"That's the way to-do-it," he said softly, for no reason other than he could not help himself, and with that strange voice sounding as if he had something in his mouth.
And he began to read.
"Dear Mr Punch, we should like to invite you to be our candidate for the North Shropshire by-election. With your track record of giving the public what they want, your experience, and your diplomacy, you would be a welcome addition to the House of Commons at the moment.
"We appreciate your special talents and think you are a perfect fit for Parliament. We are looking for a candidate to rebuild much-needed trust in politics, and believe you would be a fine representative to carry the baton for the North Shropshire electors."
Mr Punch stroked his ample chin before looking at the P.S.
"Your work as an MP would be additional to your current important work in the community. Salary: £82,000 a year plus generous expenses."
"That's the way to-do-it," Mr Punch said under his voice.
Yet he hesitated. It was true that he could do with a second job. His shows had tailed off of late. They were popular with children, who loved them, but it was adults who found them rather frightening.
Yes, being an MP would have its attractions, and £82,000 a year for the gig wasn't bad. But what did he know about politics and politicians?
The only experience he had had was when councillors from the entertainments committee had turned up to watch his show and had left white-faced in shock. Afterwards there had been a letter from the council suspending his licence until he had sought therapy and taken lessons in baby care, and completed a course on how to show respect to law enforcement officers.
It was a matter on which he would need to take advice.
"Judy, my dear," he called gently, in the manner that marriage guidance counsellors had advised. Judy enters the stage.
"Yes, my darling?"
"They want me to be a politician, but I know nothing about politics."
"Neither do I," replied his beloved. "I think it works like this. One bunch says an egg should go in the egg cup pointed side up, but the other lot says the egg should go in the egg cup pointed side down. And they argue about who is right.
"I think you can catch them on the television. Why don't you watch and find out?"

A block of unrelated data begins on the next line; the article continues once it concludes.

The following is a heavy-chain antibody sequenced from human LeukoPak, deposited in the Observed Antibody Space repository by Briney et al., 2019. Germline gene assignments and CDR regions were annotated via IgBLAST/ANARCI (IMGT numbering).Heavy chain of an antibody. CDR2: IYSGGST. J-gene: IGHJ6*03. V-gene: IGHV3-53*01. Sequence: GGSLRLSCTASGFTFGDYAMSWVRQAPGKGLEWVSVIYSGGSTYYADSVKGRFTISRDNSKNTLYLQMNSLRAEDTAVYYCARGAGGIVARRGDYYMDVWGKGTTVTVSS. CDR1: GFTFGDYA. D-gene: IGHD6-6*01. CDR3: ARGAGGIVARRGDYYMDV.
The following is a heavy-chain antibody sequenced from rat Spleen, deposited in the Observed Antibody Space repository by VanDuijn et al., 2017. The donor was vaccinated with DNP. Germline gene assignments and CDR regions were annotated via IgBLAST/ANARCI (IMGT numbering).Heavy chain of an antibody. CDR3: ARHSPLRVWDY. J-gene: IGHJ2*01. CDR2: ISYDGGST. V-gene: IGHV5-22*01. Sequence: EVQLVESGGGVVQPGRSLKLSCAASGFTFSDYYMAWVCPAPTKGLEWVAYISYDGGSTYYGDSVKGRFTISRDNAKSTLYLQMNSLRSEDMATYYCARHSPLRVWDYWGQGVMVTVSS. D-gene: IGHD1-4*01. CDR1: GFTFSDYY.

Mr Punch looked in the TV listings and saw that the next political show was called Questions To The Prime Minister. So Mr and Mrs Punch tuned in and sat down to see the show.
THWACK! "Corrupt sleazeball," said one. BOSH! "Moneygrabbing hypocrite," said the other.
Yaah yaah, hear hear, brayed others. "Raise public standards," they cried at each other.
A straightman in the middle in a funny costume tried to keep order.
Mr Punch's eyes grew wider and wider as he drank in the spectacle. What a bunch of clowns, he thought. So these were politicians. On the whole he preferred crocodiles.
He knew he had a decision to make. Was he prepared to stoop this low?
Tears came to his eyes as he realised that this was why traditional Punch & Judy shows were in decline at Britain's great seaside resorts.
And as he watched the knockabout in the Commons, he reflected sadly: "That's the way to-do-it."
For some reason I had got the impression that the HS2 project was hugely controversial, seen by critics as a Concorde for our times.
However, judging by the wailing and gnashing of teeth over the cancellation of the eastern section I appear to have got the wrong end of the stick. It has become clear to me that there is overwhelming support for a new line built at enormous cost which carves through food-producing agricultural land and provides interest for nearby townsfolk and villagers.
According to one Tory MP a white elephant has now become a white elephant missing one leg.
After such a blow we must look for the bright side, which is that the cancellation will free up cash for a British space mission to Mars.